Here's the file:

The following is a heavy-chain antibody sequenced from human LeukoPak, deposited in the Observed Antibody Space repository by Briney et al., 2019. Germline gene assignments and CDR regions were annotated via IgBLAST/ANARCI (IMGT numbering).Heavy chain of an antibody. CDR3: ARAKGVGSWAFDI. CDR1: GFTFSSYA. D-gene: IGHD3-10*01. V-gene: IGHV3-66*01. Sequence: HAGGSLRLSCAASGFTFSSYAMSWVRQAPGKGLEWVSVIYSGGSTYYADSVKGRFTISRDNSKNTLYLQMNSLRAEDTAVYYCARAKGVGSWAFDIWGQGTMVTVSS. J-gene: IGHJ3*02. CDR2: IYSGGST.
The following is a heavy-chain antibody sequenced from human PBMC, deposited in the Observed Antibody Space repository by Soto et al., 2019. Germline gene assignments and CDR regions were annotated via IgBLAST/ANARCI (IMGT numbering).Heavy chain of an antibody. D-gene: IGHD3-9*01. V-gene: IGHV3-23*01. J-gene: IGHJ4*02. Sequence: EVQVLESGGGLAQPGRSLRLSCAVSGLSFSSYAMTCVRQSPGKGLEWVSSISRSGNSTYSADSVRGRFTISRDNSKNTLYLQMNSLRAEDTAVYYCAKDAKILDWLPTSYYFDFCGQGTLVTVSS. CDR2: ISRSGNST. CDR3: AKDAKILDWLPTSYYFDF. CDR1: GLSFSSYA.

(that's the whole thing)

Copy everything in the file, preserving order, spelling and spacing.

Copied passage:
The following is a heavy-chain antibody sequenced from human LeukoPak, deposited in the Observed Antibody Space repository by Briney et al., 2019. Germline gene assignments and CDR regions were annotated via IgBLAST/ANARCI (IMGT numbering).Heavy chain of an antibody. CDR3: ARAKGVGSWAFDI. CDR1: GFTFSSYA. D-gene: IGHD3-10*01. V-gene: IGHV3-66*01. Sequence: HAGGSLRLSCAASGFTFSSYAMSWVRQAPGKGLEWVSVIYSGGSTYYADSVKGRFTISRDNSKNTLYLQMNSLRAEDTAVYYCARAKGVGSWAFDIWGQGTMVTVSS. J-gene: IGHJ3*02. CDR2: IYSGGST.
The following is a heavy-chain antibody sequenced from human PBMC, deposited in the Observed Antibody Space repository by Soto et al., 2019. Germline gene assignments and CDR regions were annotated via IgBLAST/ANARCI (IMGT numbering).Heavy chain of an antibody. D-gene: IGHD3-9*01. V-gene: IGHV3-23*01. J-gene: IGHJ4*02. Sequence: EVQVLESGGGLAQPGRSLRLSCAVSGLSFSSYAMTCVRQSPGKGLEWVSSISRSGNSTYSADSVRGRFTISRDNSKNTLYLQMNSLRAEDTAVYYCAKDAKILDWLPTSYYFDFCGQGTLVTVSS. CDR2: ISRSGNST. CDR3: AKDAKILDWLPTSYYFDF. CDR1: GLSFSSYA.